‘How did you start in your particular thingy?’ I asked him clumsily.
‘I took up my vocation many years ago,’ said Father Cadfan. ‘I had wanted to be a monk from the age of 17, but it took 30 years to do it. I’ve been a monk now for 25 years. I feel like your support of Leeds United is a vocation and I feel that my life as a monk is a vocation too.’
‘Are there any restrictions in your way of life as monks?’ I asked him.
‘There used to be,’ he said, but the days when we were forbidden to do certain things are pretty much over now. You’re dealing with grown men who we hope know how to behave themselves. Much in the same way as we hope that your supporters do themselves.’
I told him more about today’s game. ‘It’s the last game of the season at Elland Road so it’ll be a bit of a carnival atmosphere, and it’s against Crewe Alexandra, who unfortunately have already been relegated.’
‘Like the Last Night of the Proms,’ said Father Cadfan.
‘Yes, but there will be some sympathy for Crewe from the Leeds fans. We’ve been there ourselves and we know how it feels.’
I then dropped in the fact that I used to drive to matches in a hearse, to which Father Cadfan remarked, ‘Very laid back, I’d say.’
After a couple of hours in the pub, we left to travel the two or three miles to Elland Road. Father Cadfan still had half a glass of the stout he had when he first arrived.
I directed the two cars from the BBC as Father Cadfan and I sat in the back of a small saloon, with microphones and sound equipment laid across our legs.
‘So we’re off to Elland Road,’ Father said into the mike. ‘Gary is taking me to see this match between Leeds United and Crewe. He’s hoping for a convert. And I’m hoping for a convert from him.’
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After the game, Father Cadfan and I assembled with the rest of the crew in the concourse beneath the Kop for a final conversation before a parting of the ways.
He was asked by the BBC if he had enjoyed the experience, and what his thoughts were.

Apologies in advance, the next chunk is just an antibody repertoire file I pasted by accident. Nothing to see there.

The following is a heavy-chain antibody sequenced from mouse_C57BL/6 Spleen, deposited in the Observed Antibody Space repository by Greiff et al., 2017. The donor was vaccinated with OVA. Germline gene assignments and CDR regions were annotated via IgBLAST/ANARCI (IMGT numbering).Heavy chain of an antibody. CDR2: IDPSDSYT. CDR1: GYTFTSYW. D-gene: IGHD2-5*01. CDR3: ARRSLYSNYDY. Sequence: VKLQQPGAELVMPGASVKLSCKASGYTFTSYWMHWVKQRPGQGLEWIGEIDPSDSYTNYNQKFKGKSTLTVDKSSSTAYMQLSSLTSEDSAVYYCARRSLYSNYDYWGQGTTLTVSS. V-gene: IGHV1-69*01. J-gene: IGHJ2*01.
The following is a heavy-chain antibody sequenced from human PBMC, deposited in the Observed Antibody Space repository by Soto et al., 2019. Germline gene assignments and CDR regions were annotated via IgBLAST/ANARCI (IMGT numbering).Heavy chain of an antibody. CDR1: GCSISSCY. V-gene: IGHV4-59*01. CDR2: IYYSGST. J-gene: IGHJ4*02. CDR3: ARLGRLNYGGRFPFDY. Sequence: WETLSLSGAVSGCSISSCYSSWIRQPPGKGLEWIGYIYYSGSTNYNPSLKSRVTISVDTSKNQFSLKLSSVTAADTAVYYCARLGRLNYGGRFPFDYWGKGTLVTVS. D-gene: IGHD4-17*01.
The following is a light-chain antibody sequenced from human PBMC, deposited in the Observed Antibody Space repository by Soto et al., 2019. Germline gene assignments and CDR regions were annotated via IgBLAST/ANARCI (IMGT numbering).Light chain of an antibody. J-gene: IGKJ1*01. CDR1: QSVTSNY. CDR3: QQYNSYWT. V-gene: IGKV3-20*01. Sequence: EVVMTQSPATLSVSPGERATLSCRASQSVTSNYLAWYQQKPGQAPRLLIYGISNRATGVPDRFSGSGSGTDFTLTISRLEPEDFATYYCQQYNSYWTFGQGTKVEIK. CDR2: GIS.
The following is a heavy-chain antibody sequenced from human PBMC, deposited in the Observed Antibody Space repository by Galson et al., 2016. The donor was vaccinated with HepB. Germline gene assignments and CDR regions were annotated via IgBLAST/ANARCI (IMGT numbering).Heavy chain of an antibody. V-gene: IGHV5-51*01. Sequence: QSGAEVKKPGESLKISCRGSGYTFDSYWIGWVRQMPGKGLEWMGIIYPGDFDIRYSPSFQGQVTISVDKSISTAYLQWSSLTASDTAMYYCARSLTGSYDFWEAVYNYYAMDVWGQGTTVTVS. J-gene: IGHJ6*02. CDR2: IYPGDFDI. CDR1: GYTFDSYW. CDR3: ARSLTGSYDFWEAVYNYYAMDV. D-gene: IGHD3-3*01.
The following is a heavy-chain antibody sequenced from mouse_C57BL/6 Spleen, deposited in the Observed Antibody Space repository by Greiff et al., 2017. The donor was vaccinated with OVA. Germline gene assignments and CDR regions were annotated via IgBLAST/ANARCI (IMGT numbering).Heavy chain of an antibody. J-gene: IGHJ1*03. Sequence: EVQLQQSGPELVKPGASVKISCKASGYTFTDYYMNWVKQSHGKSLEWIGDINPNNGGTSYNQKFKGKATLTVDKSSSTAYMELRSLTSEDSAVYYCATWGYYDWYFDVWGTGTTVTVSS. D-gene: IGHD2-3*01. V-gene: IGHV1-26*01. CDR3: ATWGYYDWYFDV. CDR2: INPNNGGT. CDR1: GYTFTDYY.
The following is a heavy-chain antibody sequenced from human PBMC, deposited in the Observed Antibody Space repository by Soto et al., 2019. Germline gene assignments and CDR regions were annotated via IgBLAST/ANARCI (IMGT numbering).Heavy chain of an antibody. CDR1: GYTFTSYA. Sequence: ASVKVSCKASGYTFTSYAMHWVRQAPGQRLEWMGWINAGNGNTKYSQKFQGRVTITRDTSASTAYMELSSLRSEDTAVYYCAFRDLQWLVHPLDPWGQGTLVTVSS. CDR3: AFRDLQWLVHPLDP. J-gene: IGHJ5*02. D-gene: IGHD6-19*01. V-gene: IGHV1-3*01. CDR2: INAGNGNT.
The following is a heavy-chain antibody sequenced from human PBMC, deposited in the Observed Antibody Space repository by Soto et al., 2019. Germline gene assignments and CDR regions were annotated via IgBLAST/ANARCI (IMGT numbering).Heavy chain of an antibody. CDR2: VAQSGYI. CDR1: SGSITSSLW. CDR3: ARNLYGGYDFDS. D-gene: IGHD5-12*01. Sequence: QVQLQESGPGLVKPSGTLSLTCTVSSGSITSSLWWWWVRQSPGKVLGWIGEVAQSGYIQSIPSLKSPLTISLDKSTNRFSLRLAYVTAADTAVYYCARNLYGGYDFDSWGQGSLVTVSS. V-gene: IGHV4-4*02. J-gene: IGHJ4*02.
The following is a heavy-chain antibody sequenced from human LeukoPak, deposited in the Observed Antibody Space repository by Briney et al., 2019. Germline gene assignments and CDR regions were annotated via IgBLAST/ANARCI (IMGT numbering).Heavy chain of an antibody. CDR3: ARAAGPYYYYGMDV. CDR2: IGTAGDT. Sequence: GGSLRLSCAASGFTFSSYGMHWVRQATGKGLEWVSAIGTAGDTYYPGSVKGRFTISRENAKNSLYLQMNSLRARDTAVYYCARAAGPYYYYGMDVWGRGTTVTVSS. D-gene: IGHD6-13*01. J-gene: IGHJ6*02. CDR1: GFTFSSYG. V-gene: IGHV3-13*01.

‘Well, that’s it, the match is over and Leeds have beaten Crewe 1-0 and I have to say that I have thoroughly enjoyed it, although I have to say that I’m going to need a bit of working on yet. I didn’t think that there was sufficient sportsmanship. I do think that Crewe gave Leeds a run for their money but there was too much booing. The man in front of us, I wondered at times why he was there. It’s the first time I’ve ever been to a soccer match and I wanted to watch where the ball was going, but he seemed interested in only seeing Leeds score.’
He continued: ‘I was upset when those children ran on the pitch after the game. I thought that they were encroaching on somewhere that is sacred.’ I had to agree with him there.
Father Cadfan looked at me and said: ‘I’ve never met anyone like you. Your passion for the club is overwhelming.’
‘It’s a great feeling when you wake up the next morning having won, but it’s horrible when we’ve lost,’ I said. ‘Nearly 50 years on and I still get that same hurt when we’ve lost and I still get that same joy when we’ve won. It never leaves you. I have to admit to you that first and foremost I’m a Leeds fan rather than a football fan and I would sooner see Leeds win than see a good game and us lose.’
It was time for Father Cadfan to deliver a sermon. ‘There is a saying in religion that God has no hands, He has no feet – He has no mouth, except ours. We are God’s representatives.’
I put my arm on the Father’s shoulder. ‘Well in that case, He wouldn’t have to pay full whack to watch Leeds United. And I honestly think that if there had been a God we would have won the European Cup Winners’ Cup in Greece in 1973 and the European Cup in Paris two years later.’
Father Cadfan and I then hugged and after shaking hands with the BBC entourage, we went our separate ways, almost certain never to meet again.
Listening back to the programme when it aired a week later, it was gratifying to hear Father Cadfan talking about his day:
‘Well, I’m on the train on my way back to Belmont and it’s been a very interesting day indeed. When Leeds United scored, Gary literally lifted me off my feet and almost threw me into the air. I was amazed at such enthusiasm – and it meant a lot.
‘When I tell my congregation of my day out when I get back, I expect them to say, Halleluiah! Halleluiah! with the same passion and enthusiasm as the Leeds supporters shouted praise when their goal was scored.’
The programme played out with the Leeds fans chanting, ‘Glory, Glory, Leeds United!’
Before ending with these words: ‘Join us next week when a Buddhist nun will spend the day on the news desk of a Scottish national newspaper.’
This is an extract from Fifty Shades Of White: Half a Century of Pain and Glory with Leeds United, published by Pitch Publishing and available here.